As a parent of a daughter with Down Syndrome, Malone has an affinity for Challenge Unlimited’s mission. “I certainly understand first-hand the struggles faced by people with disabilities,” he says. “I envision a period of growth for Challenge and am excited to be part of that process.”

Geri Lynn Arrindell, a licensed attorney in Illinois and Missouri with the law firm Mickes O’Toole, joined CU’s board of directors in May for a three-year term. A resident of University City, MO, she is also general counsel for the organization. Her multi-faceted experience delivers an exceptional set of skills to CU.

Arrindell’s legal experience includes serving as litigation counsel to various entities including nonprofit organizations. Her background also includes arbitrations and administrative proceedings before the National Labor Relations Board and the Illinois Labor Relations Board. Prior to earning her law degree, Arrindell was a licensed clinical social worker with Hope, a nonprofit agency headquartered in Springfield, IL. Hope educates, treats and cares for children with Autism and other developmental disabilities. In addition to being the intake coordinator and program director for community-based programs, she was also instrumental in acquiring and opening several group homes.

“It is an honor to serve on the board which allows me to combine my passion for supporting the disabled community with my extensive legal experience,” she says. “I plan to assist the organization with risk management, policies, procedures and any other area in which I can be a resource.”

Tom Morrissey, chairperson of CU’s board of directors, is looking forward to the contributions each new member will bring to the organization. “Bruce and Geri Lynn have tremendous depth of knowledge and will be invaluable assets to our team,” Morrissey states. “Each is committed to furthering our mission of supporting people with all disabilities by providing pathways to independence through meaningful employment. We are delighted to have them join the board.”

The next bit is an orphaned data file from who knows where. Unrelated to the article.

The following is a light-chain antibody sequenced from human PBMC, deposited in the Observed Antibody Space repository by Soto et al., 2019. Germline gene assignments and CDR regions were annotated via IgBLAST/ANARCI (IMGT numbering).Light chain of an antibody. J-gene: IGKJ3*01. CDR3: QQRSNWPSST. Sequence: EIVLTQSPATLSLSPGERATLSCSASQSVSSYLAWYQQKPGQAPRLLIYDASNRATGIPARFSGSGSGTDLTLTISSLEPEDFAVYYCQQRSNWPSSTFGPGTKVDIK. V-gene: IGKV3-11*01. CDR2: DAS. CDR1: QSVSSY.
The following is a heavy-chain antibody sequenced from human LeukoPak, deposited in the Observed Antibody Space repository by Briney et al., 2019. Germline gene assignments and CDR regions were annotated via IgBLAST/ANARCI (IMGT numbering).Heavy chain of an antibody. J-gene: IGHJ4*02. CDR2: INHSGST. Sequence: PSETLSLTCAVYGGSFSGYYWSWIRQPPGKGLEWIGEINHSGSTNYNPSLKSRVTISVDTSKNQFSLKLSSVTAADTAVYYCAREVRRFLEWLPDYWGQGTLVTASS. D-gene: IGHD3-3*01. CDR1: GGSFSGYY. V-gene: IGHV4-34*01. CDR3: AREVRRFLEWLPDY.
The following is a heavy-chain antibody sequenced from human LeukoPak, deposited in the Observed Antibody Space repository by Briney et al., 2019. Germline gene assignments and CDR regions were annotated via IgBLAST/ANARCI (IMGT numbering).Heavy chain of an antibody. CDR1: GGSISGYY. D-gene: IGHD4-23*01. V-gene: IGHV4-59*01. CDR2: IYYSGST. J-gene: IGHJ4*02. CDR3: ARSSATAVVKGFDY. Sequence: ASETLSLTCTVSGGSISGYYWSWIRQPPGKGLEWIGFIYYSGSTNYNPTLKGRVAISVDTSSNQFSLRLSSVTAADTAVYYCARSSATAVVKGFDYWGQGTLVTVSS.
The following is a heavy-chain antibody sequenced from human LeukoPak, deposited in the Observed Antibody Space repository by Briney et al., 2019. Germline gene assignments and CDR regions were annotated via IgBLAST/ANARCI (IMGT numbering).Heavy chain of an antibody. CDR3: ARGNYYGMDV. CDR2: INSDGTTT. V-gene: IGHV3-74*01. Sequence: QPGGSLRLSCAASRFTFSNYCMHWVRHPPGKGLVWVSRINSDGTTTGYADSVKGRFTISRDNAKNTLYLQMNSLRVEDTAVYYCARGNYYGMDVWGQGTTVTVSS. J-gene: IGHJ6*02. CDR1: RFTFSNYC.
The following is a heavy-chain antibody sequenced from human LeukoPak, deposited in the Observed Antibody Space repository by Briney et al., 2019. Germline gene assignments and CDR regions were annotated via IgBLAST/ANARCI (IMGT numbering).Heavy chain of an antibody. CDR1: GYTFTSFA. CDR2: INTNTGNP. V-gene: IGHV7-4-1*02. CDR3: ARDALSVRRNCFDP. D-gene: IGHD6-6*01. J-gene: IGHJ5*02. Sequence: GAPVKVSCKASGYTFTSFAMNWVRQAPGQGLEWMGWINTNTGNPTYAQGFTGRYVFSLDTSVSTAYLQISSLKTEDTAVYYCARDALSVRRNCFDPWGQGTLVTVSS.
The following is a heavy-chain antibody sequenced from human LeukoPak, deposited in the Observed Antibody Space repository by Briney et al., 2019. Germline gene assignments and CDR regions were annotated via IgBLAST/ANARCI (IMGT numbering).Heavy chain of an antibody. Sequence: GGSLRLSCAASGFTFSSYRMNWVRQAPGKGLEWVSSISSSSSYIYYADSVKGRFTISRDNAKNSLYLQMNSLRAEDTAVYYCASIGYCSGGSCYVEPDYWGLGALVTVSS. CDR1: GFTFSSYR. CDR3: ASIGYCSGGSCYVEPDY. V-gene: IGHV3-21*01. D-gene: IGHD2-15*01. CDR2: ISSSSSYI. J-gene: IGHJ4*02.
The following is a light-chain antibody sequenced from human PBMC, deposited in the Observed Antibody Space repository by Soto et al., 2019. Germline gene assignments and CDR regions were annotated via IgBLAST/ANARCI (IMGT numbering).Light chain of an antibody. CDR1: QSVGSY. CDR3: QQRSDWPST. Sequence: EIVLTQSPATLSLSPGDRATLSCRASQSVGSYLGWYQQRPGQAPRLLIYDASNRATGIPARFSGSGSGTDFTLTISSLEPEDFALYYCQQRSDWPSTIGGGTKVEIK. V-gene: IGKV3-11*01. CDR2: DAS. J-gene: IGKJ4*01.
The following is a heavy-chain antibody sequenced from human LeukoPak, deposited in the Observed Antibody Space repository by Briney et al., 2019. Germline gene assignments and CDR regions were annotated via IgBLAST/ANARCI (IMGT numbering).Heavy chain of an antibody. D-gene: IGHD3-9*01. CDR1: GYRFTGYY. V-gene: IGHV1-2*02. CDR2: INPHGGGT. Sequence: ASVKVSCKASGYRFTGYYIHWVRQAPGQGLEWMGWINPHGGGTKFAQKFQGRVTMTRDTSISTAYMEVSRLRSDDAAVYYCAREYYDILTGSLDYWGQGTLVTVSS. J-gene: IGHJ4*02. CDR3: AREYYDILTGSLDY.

About Challenge Unlimited

For more than 60 years, Challenge Unlimited has operated as a social enterprise, committed to serving individuals with disabilities, while earning a reputation as a trusted business partner to private commercial companies, federal and state government agencies by providing pathways to independence through meaningful employment for individuals with all abilities. As an accredited Community Rehabilitation Program (CRP) provider, Challenge Unlimited fulfills its mission through employment programs and services, skills training centers and community-integrated living options. For more information, please visit







Celebrating a lifetime of service!

Monday, July 31st, 2023
Los Angeles, CA 2009 – Source America Advocacy Conference – Back row from left tom right: Mike Robinson, VP of IT & EVS, Deb Snyder, VP of Operations, Don Schwaab, Board Member; Front row from left to Right: Scott Gibbs, CU Project Manager and Evelyne Villines Award Winner, Source America Representative, and Debbi McMahon

It was 1978. The movie “Grease,” starring John Travolta and Olivia Newton-John, was released, and the disco era was at it’s peak with the release of Saturday Night Fever. Most importantly, significant amendments to Section 504 of the Rehabilitation Act of 1973 were expanded, prohibiting discrimination against individuals with disabilities in programs. This set the stage for what would create a strong disability civil rights movement, and after graduating from Greenville University with a B.A. in Psychology, a young woman with a passion for helping individuals with disabilities began her career at Challenge Unlimited.

Debbi McMahon didn’t know when she made her first major career move out of college that it would be the only one she would ever make, but it was, and we are so glad she chose Challenge Unlimited. Debbi excelled with our organization and rose to a leadership role, serving as the Executive Vice President of Programs since 2014.

She has committed her life to the mission of providing opportunities and independence for individuals with disabilities and helped countless others realize their passion for the work as well. She has been a shining light for our staff and clients and a constant reminder of why we all do what we do at Challenge Unlimited.

Debbi and Challenge Unlimited Board Chair Tom Morrissey and Board Member Jim Kasten

On June 21st, we celebrated Debbi with a luncheon at our Administration building. Debbi’s husband, daughter and grandchildren, staff and Board Members were in attendance.